Throughout my schooling experiences in elementary and high school, I never thought about whether or not the teaching or learning encompassed aspects that were oppressive or discriminating. I, more or less, just went to class to learn and believed that my teachers were educating us in the best way possible. However, now that my learning and lenses have evolved, I now know and realize that my schooling experience regarding mathematics shared aspects that were oppressive and discriminating for some of the students around me. I remember my classes being fairly diverse with students of all ethnicities, cultures, and even abilities. After reading Little Bear’s article, Jagged Worldviews Colliding, I realize that my previous experiences were all centered around a Eurocentric perspective: a linear, singular, static, and objective approach to learning and teaching. In using this approach, it discriminated against other students who may not learn this way either due to their various abilities or how they grew up culturally. Instead, this learning aspect was focused and stuck on the traditional White way of learning rather than exploring the different ways in making education more inclusive such as through traditional storytelling of the Aboriginal peoples.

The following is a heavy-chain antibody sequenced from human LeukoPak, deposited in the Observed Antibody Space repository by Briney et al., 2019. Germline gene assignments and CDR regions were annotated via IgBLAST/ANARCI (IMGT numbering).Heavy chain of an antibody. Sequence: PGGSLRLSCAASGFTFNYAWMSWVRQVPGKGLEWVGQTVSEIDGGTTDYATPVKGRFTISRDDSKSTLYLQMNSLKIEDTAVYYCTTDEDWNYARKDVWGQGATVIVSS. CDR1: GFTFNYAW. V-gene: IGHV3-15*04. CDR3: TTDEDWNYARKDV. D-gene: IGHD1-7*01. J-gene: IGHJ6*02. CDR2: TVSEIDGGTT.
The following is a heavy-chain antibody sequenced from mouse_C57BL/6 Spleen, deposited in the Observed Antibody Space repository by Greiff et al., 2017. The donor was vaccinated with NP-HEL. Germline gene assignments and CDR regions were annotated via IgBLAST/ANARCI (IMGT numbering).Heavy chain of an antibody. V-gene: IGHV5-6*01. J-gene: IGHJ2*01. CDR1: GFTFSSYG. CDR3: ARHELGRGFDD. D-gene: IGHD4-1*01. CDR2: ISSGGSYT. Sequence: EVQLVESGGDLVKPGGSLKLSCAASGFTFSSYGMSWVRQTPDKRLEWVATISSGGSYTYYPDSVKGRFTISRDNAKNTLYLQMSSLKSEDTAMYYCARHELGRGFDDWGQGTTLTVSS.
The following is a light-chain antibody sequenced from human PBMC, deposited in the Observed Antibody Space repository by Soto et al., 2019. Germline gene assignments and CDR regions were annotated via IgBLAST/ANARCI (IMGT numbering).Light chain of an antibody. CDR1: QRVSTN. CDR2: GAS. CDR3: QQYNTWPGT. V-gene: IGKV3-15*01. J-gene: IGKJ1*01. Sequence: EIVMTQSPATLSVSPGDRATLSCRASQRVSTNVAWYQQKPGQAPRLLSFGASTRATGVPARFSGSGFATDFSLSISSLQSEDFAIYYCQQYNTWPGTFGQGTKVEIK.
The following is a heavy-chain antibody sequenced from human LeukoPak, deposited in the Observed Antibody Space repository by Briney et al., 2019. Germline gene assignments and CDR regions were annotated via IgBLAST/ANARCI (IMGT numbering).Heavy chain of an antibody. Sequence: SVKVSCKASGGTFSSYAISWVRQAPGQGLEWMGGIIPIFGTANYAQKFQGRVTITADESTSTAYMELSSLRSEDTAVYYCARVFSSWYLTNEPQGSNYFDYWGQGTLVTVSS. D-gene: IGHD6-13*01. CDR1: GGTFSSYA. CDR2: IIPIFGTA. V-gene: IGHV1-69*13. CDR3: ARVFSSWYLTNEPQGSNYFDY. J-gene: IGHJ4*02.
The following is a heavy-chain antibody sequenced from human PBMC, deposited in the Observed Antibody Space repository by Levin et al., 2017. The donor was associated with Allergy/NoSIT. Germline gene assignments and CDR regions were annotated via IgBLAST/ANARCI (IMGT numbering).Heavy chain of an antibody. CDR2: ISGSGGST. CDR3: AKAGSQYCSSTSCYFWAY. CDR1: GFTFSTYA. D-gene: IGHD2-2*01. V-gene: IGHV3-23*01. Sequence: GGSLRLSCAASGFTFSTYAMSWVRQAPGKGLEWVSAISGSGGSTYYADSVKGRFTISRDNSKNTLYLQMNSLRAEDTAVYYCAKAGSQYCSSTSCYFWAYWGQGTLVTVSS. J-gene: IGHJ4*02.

Poirier’s article, Teaching Mathematics and the Inuit Community, and Dr. Gale Russel’s lecture, both highlight how Inuit people learn and teach math in ways that challenge the common Eurocentric way. One way in which this is evident is through how they teach. Unlike Eurocentric teachings, where the students are seated in desks, write down all the answers to “show their work”, and raise their hand to share or speak, Inuit teachings focus on the importance of relationships, oral teaching, and connections to everyday life. As Dr. Gale Russell highlighted, the Inuit culture encompasses the idea that math is a subject where relationships and personal experiences should be upheld. These traditional mathematic teachings that focus on everyday life includes understanding a sense of space to orient where they are, using your own body as measurements for sewing, and many other examples. Another way in which Inuit mathematics challenge Eurocentric ideas is how the students will never be asked a question in which the teacher believes they won’t know the answer. In my experience in school, teachers would always ask a question and essentially wait until students either guessed or came up with an answer. Finally, as previously mentioned before, Inuit mathematics focuses on relating everything back to everyday life. While out in the open, students are taught about shapes and how they can use an Inukshuk to transmit messages, shield them from the wind, and even create a hiding place when hunting. They also relate measuring tools, such as calendars, to the changing environment around them. I believe that incorporating these ways of teaching and learning math would be very beneficial to all students as it gives them a different perspective in learning as well as gives them a better chance to relating what they learned to their everyday life.